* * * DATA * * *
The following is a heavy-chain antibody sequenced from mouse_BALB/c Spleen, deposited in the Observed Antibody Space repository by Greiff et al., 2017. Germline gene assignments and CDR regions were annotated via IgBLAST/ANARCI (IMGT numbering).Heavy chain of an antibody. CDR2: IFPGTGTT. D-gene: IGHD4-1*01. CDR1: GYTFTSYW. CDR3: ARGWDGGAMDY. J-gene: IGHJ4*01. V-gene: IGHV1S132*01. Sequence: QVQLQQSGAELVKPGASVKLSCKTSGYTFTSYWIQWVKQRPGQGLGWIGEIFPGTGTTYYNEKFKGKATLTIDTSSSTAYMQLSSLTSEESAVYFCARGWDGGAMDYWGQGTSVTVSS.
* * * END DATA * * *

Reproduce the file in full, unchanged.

The following is a heavy-chain antibody sequenced from mouse_BALB/c Spleen, deposited in the Observed Antibody Space repository by Greiff et al., 2017. Germline gene assignments and CDR regions were annotated via IgBLAST/ANARCI (IMGT numbering).Heavy chain of an antibody. CDR2: IFPGTGTT. D-gene: IGHD4-1*01. CDR1: GYTFTSYW. CDR3: ARGWDGGAMDY. J-gene: IGHJ4*01. V-gene: IGHV1S132*01. Sequence: QVQLQQSGAELVKPGASVKLSCKTSGYTFTSYWIQWVKQRPGQGLGWIGEIFPGTGTTYYNEKFKGKATLTIDTSSSTAYMQLSSLTSEESAVYFCARGWDGGAMDYWGQGTSVTVSS.